Tech Universe: Friday 31 May

By Miraz Jordan

Scientists are wanting to place a telescope on the moon looking back at earth. Photo / Thinkstock
Scientists are wanting to place a telescope on the moon looking back at earth. Photo / Thinkstock

WATCHING ME WATCHING YOU: Most big telescopes are on Earth or in space looking outward. But the International Lunar Observatory precursor by Moon Express will be on the Moon looking at Earth. And not just that, but the public will be able to go online, manouevre the telescope and view the Earth from the lunar surface. The software has already been tested with the telescope on Mauna Kea in Hawai'i. The developers aim to have the telescope in place by the end of 2015. And the 'precursor' in the name? It signals a more permanent lunar telescope to be installed on the moon's south pole in the future. It seems an odd viewing target for a telescope that's off-planet.

ANY BIKE YOU LIKE: If you need to get around in New York you might consider joining up with Citi Bike. Thousands of bikes are available for hire at hundreds of stations around New York. Each station has a touchscreen kiosk, a map of the area, and a docking system that releases bikes for rental with a card or key.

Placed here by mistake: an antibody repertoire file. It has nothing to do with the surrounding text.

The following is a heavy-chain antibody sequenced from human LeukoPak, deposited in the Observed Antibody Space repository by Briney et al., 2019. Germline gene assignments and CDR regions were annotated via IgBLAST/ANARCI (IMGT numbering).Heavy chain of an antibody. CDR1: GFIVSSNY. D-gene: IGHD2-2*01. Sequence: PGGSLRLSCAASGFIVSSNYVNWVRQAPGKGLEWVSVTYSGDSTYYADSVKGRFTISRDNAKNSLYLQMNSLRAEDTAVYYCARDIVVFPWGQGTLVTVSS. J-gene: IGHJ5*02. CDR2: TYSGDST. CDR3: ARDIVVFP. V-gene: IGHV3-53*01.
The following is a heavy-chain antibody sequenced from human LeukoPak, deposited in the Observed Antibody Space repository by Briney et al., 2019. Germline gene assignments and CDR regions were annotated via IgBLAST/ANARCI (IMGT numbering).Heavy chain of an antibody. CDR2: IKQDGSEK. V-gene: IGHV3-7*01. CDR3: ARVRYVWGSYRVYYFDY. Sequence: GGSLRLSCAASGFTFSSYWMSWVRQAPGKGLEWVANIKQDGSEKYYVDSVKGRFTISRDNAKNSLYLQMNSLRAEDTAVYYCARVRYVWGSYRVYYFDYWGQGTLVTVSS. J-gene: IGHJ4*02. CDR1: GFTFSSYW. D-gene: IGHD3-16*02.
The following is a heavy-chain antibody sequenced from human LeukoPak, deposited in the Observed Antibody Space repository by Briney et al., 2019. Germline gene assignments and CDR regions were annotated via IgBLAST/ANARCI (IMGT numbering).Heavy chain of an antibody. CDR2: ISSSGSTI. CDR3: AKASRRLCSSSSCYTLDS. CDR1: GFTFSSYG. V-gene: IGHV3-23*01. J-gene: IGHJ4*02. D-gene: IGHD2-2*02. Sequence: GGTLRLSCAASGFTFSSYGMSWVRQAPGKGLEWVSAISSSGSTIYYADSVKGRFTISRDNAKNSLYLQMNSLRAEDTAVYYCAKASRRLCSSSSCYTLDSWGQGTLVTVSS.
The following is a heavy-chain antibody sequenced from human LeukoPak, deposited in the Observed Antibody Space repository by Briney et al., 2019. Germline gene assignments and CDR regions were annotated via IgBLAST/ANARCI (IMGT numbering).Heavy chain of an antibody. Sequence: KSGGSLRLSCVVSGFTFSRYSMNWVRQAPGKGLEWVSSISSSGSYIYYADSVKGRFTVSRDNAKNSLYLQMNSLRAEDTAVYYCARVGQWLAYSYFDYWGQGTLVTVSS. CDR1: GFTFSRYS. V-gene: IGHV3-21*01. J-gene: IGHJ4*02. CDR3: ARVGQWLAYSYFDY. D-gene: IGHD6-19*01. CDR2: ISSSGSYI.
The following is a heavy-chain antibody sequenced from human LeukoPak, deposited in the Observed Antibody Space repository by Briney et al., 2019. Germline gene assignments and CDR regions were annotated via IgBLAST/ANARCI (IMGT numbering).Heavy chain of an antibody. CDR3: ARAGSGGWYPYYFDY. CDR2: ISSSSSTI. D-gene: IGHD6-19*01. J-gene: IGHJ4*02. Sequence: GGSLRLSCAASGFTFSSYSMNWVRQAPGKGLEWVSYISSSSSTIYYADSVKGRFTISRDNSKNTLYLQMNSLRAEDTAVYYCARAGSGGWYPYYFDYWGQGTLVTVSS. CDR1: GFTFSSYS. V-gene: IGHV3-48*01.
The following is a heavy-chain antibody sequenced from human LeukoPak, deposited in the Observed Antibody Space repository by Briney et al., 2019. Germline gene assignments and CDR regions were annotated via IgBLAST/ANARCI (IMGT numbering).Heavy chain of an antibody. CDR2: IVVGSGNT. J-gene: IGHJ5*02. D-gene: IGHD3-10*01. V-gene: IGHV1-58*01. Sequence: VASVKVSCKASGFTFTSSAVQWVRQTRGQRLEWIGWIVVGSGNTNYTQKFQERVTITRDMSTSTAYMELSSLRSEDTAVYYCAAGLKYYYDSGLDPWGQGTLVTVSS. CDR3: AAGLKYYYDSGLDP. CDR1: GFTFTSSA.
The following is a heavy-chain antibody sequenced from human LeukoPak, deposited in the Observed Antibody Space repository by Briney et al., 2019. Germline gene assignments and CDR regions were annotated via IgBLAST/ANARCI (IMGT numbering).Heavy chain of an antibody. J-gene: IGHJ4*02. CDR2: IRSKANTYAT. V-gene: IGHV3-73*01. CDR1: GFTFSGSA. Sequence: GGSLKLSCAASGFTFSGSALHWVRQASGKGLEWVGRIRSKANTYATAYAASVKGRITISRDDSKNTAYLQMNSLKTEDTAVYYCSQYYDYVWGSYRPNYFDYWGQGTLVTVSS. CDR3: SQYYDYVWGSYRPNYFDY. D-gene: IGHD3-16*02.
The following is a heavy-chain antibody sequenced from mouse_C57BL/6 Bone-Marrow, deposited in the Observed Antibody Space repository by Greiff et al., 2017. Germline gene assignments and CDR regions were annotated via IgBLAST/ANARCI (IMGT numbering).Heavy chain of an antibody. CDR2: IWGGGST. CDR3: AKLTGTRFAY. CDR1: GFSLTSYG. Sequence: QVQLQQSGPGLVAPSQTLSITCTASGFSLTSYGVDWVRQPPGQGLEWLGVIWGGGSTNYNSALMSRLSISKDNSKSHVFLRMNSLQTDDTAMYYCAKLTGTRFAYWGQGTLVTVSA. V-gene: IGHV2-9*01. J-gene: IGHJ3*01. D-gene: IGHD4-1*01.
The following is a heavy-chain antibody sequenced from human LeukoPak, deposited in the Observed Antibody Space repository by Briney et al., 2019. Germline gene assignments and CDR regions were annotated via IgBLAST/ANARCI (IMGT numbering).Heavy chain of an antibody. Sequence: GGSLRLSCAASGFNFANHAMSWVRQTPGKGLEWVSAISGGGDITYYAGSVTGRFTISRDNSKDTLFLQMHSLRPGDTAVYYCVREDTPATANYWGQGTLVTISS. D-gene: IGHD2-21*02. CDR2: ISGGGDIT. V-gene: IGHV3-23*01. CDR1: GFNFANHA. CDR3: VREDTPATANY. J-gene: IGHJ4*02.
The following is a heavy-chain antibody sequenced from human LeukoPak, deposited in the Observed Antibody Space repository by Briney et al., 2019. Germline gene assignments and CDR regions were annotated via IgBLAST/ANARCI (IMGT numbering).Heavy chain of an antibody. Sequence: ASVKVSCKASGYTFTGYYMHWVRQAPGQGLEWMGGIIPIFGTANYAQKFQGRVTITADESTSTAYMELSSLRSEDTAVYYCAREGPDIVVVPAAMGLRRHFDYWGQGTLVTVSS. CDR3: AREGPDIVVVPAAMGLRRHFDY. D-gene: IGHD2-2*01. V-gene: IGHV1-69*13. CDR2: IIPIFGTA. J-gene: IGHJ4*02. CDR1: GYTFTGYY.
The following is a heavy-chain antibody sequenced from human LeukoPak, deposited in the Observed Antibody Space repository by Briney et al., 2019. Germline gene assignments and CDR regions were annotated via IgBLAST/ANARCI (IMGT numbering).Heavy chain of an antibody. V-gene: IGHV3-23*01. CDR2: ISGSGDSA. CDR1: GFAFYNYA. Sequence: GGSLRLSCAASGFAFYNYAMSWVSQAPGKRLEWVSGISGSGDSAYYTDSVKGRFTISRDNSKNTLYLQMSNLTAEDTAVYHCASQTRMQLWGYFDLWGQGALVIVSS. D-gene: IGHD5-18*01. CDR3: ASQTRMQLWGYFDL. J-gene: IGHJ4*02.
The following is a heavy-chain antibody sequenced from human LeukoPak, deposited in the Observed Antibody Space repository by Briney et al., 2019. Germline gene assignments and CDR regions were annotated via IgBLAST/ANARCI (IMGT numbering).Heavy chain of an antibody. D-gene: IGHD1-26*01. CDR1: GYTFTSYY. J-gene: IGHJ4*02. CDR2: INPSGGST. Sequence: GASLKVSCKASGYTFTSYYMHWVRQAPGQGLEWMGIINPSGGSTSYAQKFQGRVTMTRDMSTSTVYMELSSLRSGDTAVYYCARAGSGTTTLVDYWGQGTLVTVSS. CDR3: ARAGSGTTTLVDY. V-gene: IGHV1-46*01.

Buy a 24-hour or 7-day pass, or sign up for an annual membership. Then use your code to release any bike, adjust the seat and ride to your destination. At the other end dock the bike again at any station. What a great way to see a new city. Citi Bike.

SEEING EYE TRUCK: It's a bad thing to nod off when you're driving any vehicle, but in a huge truck with a massive load it's particularly perilous. Caterpillar has a system to spot when a truck driver is about to fall asleep. A camera detects a driver's pupil size, how frequently they blink, and how long they keep their eyes shut. It also tracks where the user's mouth is, to work out when the driver isn't looking at the road. An accelerometer and GPS confirm the truck is actually in motion and a computer analyses all the data. If the system decides the driver has nodded off an alarm sounds and the seat vibrates. Video is also streamed back to base so the driver can be monitored. It wouldn't hurt to flash the lights too so others know to get out of the way.

ROLL YOUR OWN DISPLAY: The Monkey Light Pro is a set of 256 ultra-bright, full color LEDs that clip on a bike's spokes as a set of strips. They're not just static lights though, rather you can send them images and animations via Bluetooth. The images are already loaded into the lights or you can create and use your own. A lithium-ion battery keeps the lights running for up to 8 hours before you need to recharge them via USB cable. Just watch out for the distracted drivers looking at your bike wheels.

A LIGHT CURL: A graphene-based hydrogel created by scientists at the University of California curls up when you shine a laser on it. The process is similar to plants bending towards a light source because cells on the side farthest from the light elongate. The laser light causes proteins in the hydrogel to release water and dry out, creating a curl. When the laser's turned off the gel uncurls again. The curl can be repeated more than 100 times. That just has to be useful.

Miraz Jordan,

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